JACKSON, Miss. — The Mississippi Supreme Court has overturned convictions of a man because prosecutors can’t prove they ever filed criminal charging papers against him.

In a unanimous opinion handed down Thursday, justices found that William Ashwell could not be convicted of burglary and escape even though he agreed to waive indictment and plead guilty in 2006.

That’s because prosecutors never filed criminal charges against Ashwell. The court record showed no proof of a charge, although a prosecutor said it normally would have been filed. Lawrence County Circuit Judge Prentiss Harrell found in the case that the document must have existed because it was referenced in Ashwell’s plea hearing and in a prosecutor’s sworn statement. The Court of Appeals had previously upheld that ruling.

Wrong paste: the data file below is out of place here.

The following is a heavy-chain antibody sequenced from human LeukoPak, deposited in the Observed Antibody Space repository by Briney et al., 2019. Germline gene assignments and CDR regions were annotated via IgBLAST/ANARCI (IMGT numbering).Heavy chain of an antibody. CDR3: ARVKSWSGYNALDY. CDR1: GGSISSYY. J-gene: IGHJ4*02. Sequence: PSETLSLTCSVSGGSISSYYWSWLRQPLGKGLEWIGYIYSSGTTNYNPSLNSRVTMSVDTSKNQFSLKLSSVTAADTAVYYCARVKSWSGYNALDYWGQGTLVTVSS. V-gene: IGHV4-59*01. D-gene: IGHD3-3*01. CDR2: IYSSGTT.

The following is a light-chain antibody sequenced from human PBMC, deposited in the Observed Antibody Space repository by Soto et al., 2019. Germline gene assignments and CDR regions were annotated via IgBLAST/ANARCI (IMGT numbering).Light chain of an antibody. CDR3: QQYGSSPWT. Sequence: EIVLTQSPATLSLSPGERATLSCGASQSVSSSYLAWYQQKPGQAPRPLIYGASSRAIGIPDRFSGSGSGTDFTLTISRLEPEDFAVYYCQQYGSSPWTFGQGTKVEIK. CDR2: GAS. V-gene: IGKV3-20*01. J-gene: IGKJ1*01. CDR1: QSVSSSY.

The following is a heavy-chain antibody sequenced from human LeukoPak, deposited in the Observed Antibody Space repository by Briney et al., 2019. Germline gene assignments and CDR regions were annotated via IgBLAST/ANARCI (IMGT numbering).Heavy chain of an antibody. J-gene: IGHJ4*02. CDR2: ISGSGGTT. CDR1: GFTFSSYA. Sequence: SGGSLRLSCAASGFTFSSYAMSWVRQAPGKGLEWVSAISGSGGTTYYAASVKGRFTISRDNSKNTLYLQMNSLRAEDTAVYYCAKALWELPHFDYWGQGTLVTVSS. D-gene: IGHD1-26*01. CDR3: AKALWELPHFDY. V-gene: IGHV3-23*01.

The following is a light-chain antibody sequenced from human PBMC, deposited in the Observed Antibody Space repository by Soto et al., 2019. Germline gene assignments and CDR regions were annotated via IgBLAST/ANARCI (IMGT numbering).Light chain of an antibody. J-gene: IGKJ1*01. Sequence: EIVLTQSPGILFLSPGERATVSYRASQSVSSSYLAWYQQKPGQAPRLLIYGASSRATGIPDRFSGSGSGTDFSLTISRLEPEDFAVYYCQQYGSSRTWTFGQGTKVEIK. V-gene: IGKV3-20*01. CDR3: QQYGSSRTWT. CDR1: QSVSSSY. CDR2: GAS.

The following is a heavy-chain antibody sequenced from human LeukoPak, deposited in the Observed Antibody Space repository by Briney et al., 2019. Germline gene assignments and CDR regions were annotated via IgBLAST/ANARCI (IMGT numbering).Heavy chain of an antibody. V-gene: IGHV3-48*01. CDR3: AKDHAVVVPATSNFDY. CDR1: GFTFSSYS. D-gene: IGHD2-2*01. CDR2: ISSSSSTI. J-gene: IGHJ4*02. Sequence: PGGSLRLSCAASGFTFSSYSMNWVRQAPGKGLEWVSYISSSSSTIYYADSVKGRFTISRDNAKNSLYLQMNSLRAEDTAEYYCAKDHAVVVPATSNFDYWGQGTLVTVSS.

Writing for the court, Presiding Justice Jess Dickinson reiterated a rule that even a guilty plea to the two felonies couldn’t overcome a failure to charge a criminal offense.

Justice Jim Kitchens blamed the failure in part on a cattle-call hearing where Harrell accepted Ashwell’s guilty plea along with pleas from 11 other defendants accused of separate crimes.

He and other judges wrote that prosecutors must tell a judge what specific facts exist to support each conviction.

Associate Justice Robert Chamberlin wrote that if there had been some other factual evidence of Ashwell’s crimes in the record, the state might have been able to overcome the failure to file charge documents. Chamberlin said evidence suggests the charging document may have existed, but says no recorded evidence establishing a crime occurred makes it necessary to toss the conviction.